The abiding impression of the Irish I get from this is of a bunch of grinning simpletons. There are two sides to that post-colonial attitude – painting the place as primitive, terrorist-sympathising and priest-ridden, and painting is a rural idyll full of simple-minded peasants. It’s the Irish version of the animalistic savage and the grinning picaninny. English people will just have to accept that Ireland has done quite well since it left the UK – in fact much better than it would have done had it stayed there. But apparently an ancient country with an ancient culture has suddenly become “mature” like Mommy Britain because it’s had a housing bubble!

          • martivickers

            Joe O’Connor, the more talented brother of Sinéad, and a long time resident of both London and Dublin put it best : “There are some among the English who have never quite been able to forgive the Irish for the terrible sin of not wanting to be like them.” I would add only that Ireland continues to be bedevilled by a small internal revisionist coterie who have the same problem.

            ‘Tis a pity, since there has rarely been two countries and neighbours so well designed, in amicable fashion, to keep each other on the straight and narrow.

          • greencoat

            True enough. There will always be a certain kind of Englishman – no matter how downtrodden himself – who likes to pat ‘Paddy’ on the head.

          • Tony Dark

            To be fair I think you are over-estimating the condescension in the piece; the condescension is a kind of reflex in feature writers of a certain age and background, and is certainly not confined to their discussions of Ireland.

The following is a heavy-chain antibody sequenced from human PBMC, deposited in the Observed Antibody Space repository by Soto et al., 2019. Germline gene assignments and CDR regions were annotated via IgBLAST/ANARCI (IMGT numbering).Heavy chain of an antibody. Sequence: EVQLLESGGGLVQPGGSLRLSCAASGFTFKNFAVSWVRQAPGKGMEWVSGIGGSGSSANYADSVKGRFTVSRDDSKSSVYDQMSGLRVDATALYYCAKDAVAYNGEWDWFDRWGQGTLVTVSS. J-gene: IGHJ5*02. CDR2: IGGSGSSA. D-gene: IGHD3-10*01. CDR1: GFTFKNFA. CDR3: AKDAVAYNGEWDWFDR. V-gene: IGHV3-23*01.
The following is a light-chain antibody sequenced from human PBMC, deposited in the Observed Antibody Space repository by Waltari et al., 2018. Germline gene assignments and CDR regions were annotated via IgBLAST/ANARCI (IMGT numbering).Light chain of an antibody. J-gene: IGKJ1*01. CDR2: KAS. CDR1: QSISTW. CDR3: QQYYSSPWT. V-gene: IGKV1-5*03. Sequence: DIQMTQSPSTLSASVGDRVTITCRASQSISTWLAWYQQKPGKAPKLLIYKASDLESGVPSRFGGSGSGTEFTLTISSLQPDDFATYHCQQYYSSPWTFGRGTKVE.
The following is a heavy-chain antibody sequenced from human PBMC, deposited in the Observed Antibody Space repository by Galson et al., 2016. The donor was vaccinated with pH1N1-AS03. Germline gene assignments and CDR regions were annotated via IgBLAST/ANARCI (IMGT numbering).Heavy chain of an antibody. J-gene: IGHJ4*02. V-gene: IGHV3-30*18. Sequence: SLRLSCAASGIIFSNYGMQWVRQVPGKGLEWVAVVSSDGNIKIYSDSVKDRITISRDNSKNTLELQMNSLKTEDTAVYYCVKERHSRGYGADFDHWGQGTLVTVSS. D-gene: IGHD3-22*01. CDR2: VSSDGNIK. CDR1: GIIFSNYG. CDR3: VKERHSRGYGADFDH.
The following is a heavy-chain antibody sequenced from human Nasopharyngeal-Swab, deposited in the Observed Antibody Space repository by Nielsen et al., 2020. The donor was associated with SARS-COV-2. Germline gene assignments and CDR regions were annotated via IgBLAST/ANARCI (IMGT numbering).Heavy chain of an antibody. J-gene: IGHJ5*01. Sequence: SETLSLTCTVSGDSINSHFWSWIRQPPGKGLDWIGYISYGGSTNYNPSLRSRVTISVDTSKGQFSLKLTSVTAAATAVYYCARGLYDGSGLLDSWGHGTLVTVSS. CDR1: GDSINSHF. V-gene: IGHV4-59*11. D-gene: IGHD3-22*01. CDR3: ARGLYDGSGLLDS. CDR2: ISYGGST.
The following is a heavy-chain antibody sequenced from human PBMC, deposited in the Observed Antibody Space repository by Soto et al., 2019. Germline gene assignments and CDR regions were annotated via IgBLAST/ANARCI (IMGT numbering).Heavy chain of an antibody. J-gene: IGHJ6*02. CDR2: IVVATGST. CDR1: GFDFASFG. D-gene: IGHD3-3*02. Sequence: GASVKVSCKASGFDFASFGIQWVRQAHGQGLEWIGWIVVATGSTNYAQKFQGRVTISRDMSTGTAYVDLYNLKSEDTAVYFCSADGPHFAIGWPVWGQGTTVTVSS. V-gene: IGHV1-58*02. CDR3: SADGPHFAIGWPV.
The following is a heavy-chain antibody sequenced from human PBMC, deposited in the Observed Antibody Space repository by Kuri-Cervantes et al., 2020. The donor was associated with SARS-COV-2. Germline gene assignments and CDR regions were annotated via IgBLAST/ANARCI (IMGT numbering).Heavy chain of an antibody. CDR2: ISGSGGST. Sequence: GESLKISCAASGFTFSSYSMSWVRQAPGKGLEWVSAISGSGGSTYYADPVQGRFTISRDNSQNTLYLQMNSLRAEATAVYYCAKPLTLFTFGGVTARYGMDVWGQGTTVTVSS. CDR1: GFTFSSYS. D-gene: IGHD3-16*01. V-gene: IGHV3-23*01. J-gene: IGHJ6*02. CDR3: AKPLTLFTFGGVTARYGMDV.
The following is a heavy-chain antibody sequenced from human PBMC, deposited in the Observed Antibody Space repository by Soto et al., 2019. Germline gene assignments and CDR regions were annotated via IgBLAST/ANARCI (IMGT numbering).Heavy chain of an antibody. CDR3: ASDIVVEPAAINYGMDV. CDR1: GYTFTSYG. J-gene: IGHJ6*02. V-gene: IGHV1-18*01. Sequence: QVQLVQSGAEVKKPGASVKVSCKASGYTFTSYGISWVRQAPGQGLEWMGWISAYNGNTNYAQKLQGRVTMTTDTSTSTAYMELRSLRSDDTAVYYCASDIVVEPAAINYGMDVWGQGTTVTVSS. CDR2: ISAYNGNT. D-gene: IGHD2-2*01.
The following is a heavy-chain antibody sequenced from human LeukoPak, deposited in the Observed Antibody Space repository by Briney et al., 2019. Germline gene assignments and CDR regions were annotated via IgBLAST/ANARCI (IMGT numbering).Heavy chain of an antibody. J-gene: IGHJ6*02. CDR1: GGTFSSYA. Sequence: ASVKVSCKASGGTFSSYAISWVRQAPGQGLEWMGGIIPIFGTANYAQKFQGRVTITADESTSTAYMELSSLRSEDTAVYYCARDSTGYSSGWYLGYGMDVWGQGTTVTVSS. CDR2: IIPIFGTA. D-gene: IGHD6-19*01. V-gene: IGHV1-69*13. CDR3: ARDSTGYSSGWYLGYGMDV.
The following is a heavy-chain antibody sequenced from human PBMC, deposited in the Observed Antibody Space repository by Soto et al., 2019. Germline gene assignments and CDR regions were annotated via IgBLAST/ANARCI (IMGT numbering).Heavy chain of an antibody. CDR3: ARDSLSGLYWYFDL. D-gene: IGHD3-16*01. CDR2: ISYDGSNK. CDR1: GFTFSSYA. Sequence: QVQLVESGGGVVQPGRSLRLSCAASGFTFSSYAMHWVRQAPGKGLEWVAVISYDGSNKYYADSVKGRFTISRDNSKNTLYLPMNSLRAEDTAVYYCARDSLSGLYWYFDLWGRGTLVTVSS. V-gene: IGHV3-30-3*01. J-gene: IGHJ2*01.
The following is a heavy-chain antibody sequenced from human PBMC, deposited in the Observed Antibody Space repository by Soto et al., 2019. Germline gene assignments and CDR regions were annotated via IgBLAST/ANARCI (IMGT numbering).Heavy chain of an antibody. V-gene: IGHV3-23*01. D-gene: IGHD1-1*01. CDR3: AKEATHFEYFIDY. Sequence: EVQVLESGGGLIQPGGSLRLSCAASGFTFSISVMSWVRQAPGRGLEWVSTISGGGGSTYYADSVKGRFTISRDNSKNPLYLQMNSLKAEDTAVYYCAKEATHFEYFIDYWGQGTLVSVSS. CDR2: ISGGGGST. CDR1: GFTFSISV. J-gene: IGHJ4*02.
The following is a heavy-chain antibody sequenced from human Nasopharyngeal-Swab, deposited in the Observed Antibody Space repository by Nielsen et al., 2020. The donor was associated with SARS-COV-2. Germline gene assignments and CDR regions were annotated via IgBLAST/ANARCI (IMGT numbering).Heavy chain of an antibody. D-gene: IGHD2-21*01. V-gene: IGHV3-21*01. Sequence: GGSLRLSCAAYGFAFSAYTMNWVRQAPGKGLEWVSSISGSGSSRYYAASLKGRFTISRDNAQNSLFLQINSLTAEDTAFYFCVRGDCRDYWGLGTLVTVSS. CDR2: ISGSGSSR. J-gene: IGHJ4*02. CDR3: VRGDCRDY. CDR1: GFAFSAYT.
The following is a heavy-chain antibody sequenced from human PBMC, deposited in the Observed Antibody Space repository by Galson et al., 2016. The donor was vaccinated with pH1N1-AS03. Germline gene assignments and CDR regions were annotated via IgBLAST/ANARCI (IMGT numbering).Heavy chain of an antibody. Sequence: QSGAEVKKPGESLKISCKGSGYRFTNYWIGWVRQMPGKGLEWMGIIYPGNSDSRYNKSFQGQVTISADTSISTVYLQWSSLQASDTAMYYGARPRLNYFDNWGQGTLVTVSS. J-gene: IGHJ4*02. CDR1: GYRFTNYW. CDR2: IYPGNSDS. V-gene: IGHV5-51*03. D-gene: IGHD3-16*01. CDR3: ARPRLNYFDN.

• whs1954

          The commemorations of the Rising will see far more foaming Anglophobia in Ireland than it will Hibernophobia in Britain.

          What many the peoples of ex-British colonies generally fail to see is, once given their independence, the people of Britain forgot about them entirely; it was not out of malice or greed on the part of the plain people of England that they were colonised. Once ‘the Free State’ left the Union, the British ignored them entirely and have done for nearly 100 years.

          • Maurice Snackbar

            A celebration of one of the worst thing to ever happen in Ireland.

  • Nobjocki

    Ireland is a shithole.
    Its cities,particularly Dublin,are blighted by crime and a vicious heroin problem.
    The countryside,with virtually no funds for policing,is awash with crime and the people who live there feel helpless under the onslaught of Traveller-led crime gangs.
    There is virtually no recognisable Irishness any more as the country prefers English culture,sport and television.
    And anyone with half a brain and a modicum of ambition was forced to leave the country years ago after the latest economic catastrophe at the hands of a corrupt political Establishment.
    Ireland is at the beck and call of its Troika bail-out masters and one hundred years after ridding the country of the British it now nuzzles comfortably and without protest at the teat of Frau Merkel.

    • Tony Dark

      Why don’t you tell us what you really think, stop beating around the bush.

    • oldoddjobs

      Dublin is not “blighted by crime”.

      • Maurice Snackbar

        Yes it is.

        • oldoddjobs

          Without defining what we mean, we’ll be here all day. I’m sitting in Cabinteely right now, couldn’t tell you the last time a crime was committed around here. You pick your area, and your definition of “blighted”, we might agree.